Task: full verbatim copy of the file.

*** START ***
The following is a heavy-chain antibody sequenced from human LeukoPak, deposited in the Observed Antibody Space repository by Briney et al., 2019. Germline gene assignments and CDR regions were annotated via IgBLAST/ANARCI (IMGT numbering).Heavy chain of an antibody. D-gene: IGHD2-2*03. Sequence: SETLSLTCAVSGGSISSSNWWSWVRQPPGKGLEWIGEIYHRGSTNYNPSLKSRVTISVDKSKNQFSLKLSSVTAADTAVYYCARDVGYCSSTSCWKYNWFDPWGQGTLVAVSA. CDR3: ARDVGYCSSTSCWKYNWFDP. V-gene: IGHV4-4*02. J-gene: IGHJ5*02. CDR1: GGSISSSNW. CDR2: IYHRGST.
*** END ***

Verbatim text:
The following is a heavy-chain antibody sequenced from human LeukoPak, deposited in the Observed Antibody Space repository by Briney et al., 2019. Germline gene assignments and CDR regions were annotated via IgBLAST/ANARCI (IMGT numbering).Heavy chain of an antibody. D-gene: IGHD2-2*03. Sequence: SETLSLTCAVSGGSISSSNWWSWVRQPPGKGLEWIGEIYHRGSTNYNPSLKSRVTISVDKSKNQFSLKLSSVTAADTAVYYCARDVGYCSSTSCWKYNWFDPWGQGTLVAVSA. CDR3: ARDVGYCSSTSCWKYNWFDP. V-gene: IGHV4-4*02. J-gene: IGHJ5*02. CDR1: GGSISSSNW. CDR2: IYHRGST.